Watering your family tree with bureaucracy – IJN – Intermountain Jewish News

Stories

If you’ve been following this column for the last couple of months, you have hopefully started your tree by creating a pedigree, and started interviewing relatives (on video), with the oldest being interviewed first.

What I didn’t tell you was to get on a computer and start searching for ancestors on one of the big genealogy databases. Many enthusiasts understandably make this their first step, and get quickly overwhelmed by the millions of results.

We’ll talk about how to do effective searches and research (and what the difference is) soon enough. But it’s important to build your foundation first and understand some basic principles as you grow your tree.

Part of the author’s great-great grandfather’s 1916 Massachusetts death certificate.

A key principle in starting an accurate family history is to find and use documents, along with other evidence, rather than rely on family stories. Without strong evidence, your family history is conjecture or fiction, and we owe it to our ancestors to get their names correctly and tell their stories. But how do we document our ancestors from 30 to 300 years ago?

This is where bureaucracy — the bane of our modern life — is a godsend.

Don’t think it started in the last 50 years.

Bureaucracy has been around for centuries, thankfully, and your ancestors created a number of records whether they knew it or not, that are just waiting for you to find. As I stated in the first column, most of those records still exist.

One of the most important and easy to use information is census records. I’ll likely do a whole column on those in the future, but right now I want to give a quick overview of the most common documents.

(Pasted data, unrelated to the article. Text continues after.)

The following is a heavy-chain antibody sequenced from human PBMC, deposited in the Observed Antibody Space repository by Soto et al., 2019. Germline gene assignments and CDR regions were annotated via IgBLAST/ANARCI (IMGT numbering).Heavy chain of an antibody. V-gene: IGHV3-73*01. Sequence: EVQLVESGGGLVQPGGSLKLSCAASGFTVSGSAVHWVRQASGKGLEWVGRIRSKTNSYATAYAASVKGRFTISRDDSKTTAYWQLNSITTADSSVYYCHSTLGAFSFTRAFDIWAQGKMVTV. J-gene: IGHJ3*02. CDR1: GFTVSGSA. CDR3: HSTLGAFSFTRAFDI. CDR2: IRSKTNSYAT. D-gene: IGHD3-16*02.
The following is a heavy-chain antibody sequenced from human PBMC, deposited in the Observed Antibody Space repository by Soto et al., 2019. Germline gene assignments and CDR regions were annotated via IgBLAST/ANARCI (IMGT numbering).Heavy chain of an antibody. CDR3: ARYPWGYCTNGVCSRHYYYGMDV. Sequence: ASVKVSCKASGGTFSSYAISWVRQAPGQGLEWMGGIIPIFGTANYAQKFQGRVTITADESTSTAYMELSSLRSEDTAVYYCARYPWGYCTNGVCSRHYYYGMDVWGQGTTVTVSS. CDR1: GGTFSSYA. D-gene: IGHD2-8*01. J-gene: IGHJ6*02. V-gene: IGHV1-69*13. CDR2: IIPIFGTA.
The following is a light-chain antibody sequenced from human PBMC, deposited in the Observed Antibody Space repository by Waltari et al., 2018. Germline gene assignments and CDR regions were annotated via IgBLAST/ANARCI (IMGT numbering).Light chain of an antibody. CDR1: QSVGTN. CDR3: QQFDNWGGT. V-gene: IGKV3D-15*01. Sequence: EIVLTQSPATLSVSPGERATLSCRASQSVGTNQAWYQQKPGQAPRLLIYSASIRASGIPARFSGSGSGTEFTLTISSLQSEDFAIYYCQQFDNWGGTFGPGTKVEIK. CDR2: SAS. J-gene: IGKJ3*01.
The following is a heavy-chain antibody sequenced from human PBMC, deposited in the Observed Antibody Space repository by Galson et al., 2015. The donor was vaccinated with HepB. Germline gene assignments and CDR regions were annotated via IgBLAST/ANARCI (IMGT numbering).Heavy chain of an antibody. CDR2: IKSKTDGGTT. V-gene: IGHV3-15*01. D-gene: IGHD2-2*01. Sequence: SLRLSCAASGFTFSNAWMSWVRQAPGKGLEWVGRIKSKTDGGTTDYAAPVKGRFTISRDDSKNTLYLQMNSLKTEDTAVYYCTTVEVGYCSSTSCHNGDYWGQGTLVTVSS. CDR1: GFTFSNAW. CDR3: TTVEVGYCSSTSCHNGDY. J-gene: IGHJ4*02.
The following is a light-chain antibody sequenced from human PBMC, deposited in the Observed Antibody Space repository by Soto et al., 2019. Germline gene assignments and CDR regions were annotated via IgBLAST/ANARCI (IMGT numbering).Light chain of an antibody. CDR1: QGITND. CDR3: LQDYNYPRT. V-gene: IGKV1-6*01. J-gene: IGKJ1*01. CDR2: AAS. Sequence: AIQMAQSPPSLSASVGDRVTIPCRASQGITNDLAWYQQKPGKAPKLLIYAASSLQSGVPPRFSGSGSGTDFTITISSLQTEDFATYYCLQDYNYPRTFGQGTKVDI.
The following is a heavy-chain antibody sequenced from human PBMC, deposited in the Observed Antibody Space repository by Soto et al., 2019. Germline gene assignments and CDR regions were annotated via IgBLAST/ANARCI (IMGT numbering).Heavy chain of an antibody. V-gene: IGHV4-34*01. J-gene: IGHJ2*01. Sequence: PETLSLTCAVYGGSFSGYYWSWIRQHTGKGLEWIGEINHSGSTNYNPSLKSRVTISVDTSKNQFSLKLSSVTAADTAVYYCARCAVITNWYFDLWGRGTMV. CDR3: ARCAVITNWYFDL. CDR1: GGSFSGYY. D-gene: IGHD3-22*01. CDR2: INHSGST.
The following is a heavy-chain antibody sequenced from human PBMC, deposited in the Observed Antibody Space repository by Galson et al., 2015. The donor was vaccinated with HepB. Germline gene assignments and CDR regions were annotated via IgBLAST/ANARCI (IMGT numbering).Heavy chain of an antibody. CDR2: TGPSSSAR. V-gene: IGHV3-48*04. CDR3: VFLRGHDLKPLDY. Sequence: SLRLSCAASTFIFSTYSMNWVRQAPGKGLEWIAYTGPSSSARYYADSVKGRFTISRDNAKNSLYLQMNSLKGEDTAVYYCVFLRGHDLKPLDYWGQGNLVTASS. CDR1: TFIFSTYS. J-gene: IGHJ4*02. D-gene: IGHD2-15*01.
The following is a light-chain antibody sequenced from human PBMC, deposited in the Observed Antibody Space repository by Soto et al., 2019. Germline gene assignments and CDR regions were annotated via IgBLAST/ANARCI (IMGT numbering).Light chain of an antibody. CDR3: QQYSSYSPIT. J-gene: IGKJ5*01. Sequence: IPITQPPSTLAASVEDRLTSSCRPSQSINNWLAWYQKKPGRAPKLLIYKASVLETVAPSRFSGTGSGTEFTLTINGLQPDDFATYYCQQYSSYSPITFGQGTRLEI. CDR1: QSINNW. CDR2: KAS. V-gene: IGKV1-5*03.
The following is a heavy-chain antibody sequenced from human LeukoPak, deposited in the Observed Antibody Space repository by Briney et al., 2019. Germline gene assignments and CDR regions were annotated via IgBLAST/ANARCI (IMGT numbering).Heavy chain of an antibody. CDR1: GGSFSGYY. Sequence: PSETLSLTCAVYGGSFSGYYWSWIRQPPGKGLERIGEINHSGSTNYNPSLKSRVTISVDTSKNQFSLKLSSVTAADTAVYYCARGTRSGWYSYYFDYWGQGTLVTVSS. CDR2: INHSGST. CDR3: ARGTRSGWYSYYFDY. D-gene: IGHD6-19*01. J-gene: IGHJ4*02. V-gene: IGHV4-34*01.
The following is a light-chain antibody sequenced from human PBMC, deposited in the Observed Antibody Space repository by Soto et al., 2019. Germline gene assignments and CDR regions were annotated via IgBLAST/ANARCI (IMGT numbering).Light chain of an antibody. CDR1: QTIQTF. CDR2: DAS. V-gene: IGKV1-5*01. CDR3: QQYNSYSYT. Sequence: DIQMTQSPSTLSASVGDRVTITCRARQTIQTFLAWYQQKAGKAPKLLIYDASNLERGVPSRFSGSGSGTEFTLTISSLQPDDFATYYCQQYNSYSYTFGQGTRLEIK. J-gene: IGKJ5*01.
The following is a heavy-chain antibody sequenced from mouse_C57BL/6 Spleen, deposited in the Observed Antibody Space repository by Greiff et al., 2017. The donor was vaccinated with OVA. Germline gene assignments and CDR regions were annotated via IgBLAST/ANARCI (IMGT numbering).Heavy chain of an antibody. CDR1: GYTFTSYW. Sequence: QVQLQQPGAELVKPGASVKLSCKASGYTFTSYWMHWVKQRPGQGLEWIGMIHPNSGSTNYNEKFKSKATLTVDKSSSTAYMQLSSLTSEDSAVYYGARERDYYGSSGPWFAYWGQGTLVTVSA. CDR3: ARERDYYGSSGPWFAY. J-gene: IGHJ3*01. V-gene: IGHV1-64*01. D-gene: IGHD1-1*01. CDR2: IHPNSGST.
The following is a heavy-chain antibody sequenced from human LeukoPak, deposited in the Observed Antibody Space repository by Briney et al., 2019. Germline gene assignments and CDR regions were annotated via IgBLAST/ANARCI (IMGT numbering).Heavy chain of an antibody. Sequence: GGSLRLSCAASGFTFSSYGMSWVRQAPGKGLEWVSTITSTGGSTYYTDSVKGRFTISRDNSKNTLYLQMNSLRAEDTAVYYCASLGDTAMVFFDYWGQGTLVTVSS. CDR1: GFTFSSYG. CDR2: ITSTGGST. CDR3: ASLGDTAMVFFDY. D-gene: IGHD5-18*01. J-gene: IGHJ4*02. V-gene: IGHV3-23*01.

Other important evidence includes vital records which consist of birth, marriage and death records and help prove relationships along with documenting the most important events of our ancestors’ lives.

Other kinds of records include wills and probate records, military records, court records, immigration records, tax and voter records — to name a few.

Another foundational principle is that we start with ourselves, and work backward, documenting one generation at a time.

It’s tempting to start with a family rumor or story — perhaps you were told you’re related to a famous person and you want to prove that connection. However, we generally don’t start in the past and work our way to the present.

While most of our Jewish ancestors are Ashkenazi and therefore from Eastern Europe, we don’t start with them. We start with more recent ancestors in US records, which with enough detective work can give us not just the country or region but the town/shtetl of origin. This may verify or refute family stories. So we’ll be focusing on US documents, and later talk about jumping the pond.

Silly as it might seem, a good place to start is documenting that you are the child of your parents. In most cases, this is simple enough, but in a few cases, people may make a very unexpected finding.

It is important to note if you are going to embark on ancestral discovery, you should be willing to be open to surprises. It may not be quite as dramatic as finding one (or both) of your parents are not biologically related to you (it could be an aunt, uncle or grandparent), but it can still have a large emotional impact.

Once you’ve proven your parents are who you’ve always believed them to be (or not!) with documents and other evidence, then you prove your two parents are the children of your four grandparents.

We continue to do this with people on our pedigree, and others who are revealed to be family.

Again, documents are crucial in creating a firm and accurate foundation.

I will note here that documents are not the only kind of evidence — family stories, gravestones, newspapers, books, other family trees — all can be used to help prove relationships.

Another piece of powerful evidence is DNA, which was barely a glimmer in the eyes of genealogists when I first started this column in 2008.

As you can imagine, that’s a topic for several future columns.

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